In each city you will find Kababis, especially one that is different kebabs in supply. Kebabs are served as a skewer, there is a portion of rice. Also found in many cities, restaurants, an Iranian version of pizza in the offer, and many of booths, which sell sandwiches or hamburgers. In the teahouses can be next to tea and hookah also often a Dizi order, a kind of soup with vegetables, along with the bread is eaten. To know each other dishes, you must usually be someone at home are invited. The breakfast often consists of bread with cheese, honey or jam. The bread can be divided into different types divide. For example, one of the best Sangak, which is crisp, fresh and very warm is consumed.
August 24, 2008
Dozens of pre-historic sites across the Iranian plateau point to the existence of ancient cultures and urban settlements in the fourth millennium BC, centuries before the earliest civilizations arose in nearby Mesopotamia. Proto-Iranians first emerged following the separation of Indo-Iranians, and are traced to the Bactria-Margiana Archaeological Complex.Aryan, (Proto-Iranian) tribes arrived in the Iranian plateau in the third and second millennium BC, probably in more than one wave of emigration, and settled as nomads. Further separation of Proto-Iranians into “Eastern” and “Western” groups occurred due to migration. By the first millennium BC, Medes, Persians, Bactrians and Parthians populated the western part, while Cimmerians, Sarmatians and Alans populated the steppes north of the Black Sea.
Other tribes began to settle on the eastern edge, as far as on the mountainous frontier of north-western Indian subcontinent and into the area which is now Balochistan. Others, such as the Scythian tribes spread as far west as the Balkans and as far east as Xinjiang. Avestan is an eastern Old Iranian language that was used to compose the sacred hymns and canon of the Zoroastrian Avesta in c. 1000 BC.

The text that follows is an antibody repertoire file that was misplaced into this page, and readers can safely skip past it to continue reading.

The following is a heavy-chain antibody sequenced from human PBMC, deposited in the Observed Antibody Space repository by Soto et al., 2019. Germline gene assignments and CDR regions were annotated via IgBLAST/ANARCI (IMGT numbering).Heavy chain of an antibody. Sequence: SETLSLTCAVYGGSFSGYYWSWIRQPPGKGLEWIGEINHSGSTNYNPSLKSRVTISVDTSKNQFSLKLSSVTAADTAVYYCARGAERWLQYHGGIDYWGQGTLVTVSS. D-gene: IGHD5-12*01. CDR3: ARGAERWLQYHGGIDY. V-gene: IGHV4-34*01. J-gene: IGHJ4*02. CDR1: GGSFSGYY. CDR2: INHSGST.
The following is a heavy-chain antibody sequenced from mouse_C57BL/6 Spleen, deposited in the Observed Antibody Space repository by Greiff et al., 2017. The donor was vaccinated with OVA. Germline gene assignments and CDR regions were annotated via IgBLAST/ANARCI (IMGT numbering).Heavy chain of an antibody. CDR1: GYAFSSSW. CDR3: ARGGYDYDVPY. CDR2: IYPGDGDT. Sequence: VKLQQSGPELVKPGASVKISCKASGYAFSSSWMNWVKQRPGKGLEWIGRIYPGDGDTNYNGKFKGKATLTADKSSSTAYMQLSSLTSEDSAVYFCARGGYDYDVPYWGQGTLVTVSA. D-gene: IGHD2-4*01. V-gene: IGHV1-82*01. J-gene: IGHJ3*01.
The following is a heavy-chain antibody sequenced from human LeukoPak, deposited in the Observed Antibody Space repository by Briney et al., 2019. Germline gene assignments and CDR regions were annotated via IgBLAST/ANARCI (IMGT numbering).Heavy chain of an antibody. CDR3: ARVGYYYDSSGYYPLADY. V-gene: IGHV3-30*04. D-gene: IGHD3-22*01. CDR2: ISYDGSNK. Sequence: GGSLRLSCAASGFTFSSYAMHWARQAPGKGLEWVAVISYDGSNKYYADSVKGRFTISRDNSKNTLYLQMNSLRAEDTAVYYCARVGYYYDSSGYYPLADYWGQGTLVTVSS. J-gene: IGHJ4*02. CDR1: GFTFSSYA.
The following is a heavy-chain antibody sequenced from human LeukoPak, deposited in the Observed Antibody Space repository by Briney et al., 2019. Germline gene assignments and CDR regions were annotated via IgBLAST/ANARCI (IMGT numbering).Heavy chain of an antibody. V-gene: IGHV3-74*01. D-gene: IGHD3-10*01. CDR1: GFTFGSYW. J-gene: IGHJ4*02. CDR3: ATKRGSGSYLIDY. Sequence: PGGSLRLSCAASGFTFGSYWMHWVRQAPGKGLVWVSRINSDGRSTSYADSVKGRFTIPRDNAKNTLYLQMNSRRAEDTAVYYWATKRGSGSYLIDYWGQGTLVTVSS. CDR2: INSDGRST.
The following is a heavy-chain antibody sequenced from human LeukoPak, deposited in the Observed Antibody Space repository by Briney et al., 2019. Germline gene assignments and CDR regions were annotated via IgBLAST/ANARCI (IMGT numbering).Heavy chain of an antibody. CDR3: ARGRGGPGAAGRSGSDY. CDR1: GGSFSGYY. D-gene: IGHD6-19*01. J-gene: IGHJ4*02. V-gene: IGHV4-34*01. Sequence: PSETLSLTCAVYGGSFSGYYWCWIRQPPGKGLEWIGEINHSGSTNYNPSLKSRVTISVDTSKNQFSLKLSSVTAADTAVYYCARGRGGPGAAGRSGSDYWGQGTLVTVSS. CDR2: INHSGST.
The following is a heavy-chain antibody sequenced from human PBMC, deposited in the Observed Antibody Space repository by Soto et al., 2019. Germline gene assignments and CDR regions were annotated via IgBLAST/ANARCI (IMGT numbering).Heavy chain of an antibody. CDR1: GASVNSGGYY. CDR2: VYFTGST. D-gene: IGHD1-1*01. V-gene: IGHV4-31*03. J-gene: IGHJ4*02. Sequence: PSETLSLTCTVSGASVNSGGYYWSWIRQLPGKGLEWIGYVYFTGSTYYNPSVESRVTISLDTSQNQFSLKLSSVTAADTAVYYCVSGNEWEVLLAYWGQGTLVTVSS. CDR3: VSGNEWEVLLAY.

June 20, 2008
The term Iran (ایران) in modern Persian derives from the Proto-Iranian term Aryānām first attested in Zoroastrianism’s Avesta tradition. Ariya- and Airiia- are also attested as an ethnic designator in Achaemenid inscriptions. The term Ērān from Middle Persian Ērān, Pahlavi ʼyrʼn, is found at the inscription that accompanies the investiture relief of Ardashir I at Naqsh-e Rustam. In this inscription, the king’s appellation in Middle Persian contains the term ērān (Pahlavi: ʼryʼn), while in the Parthian language inscription that accompanies it, Iran is mentioned as aryān. In Ardashir’s time ērān retained this meaning, denoting the people rather than the state.
Notwithstanding this inscriptional use of ērān to refer to the Iranian peoples, the use of ērān to refer to the geographical empire is also attested in the early Sassanid period. An inscription of Shapur I, Ardashir’s son and immediate successor, apparently “includes in Ērān regions such as Armenia and the Caucasus which were not inhabited predominantly by Iranians.” In Kartir’s inscriptions the high priest includes the same regions in his list of provinces of the antonymic Anērān. Both ērān and aryān comes from the Proto-Iranian term Aryānām, (Land) of the (Iranian) Aryas. The word and concept of Airyanem Vaejah is present in the name of the country Iran (Lit. Land of the Aryans) inasmuch as Iran (Ērān) is the modern Persian form of the word Aryānā.
Since the Iranian Revolution of 1979, the official name of the country has been the “Islamic Republic of Iran.”
In the outside world the official name of Iran from 6th century BC until 1935 was Persia or similar names (La Perse, Das Persien, Perzie, etc.). In that year Reza Shah asked the international community to call the country by the name “Iran”. A few years later some Persian scholars protested to the government that changing the name had separated the country from its past, so in 1959 Mohammad Reza Shah announced that both terms could officially be used interchangeably. Now both terms are common, but “Iran” is used mostly in the modern political context and “Persia” in a cultural and historical context.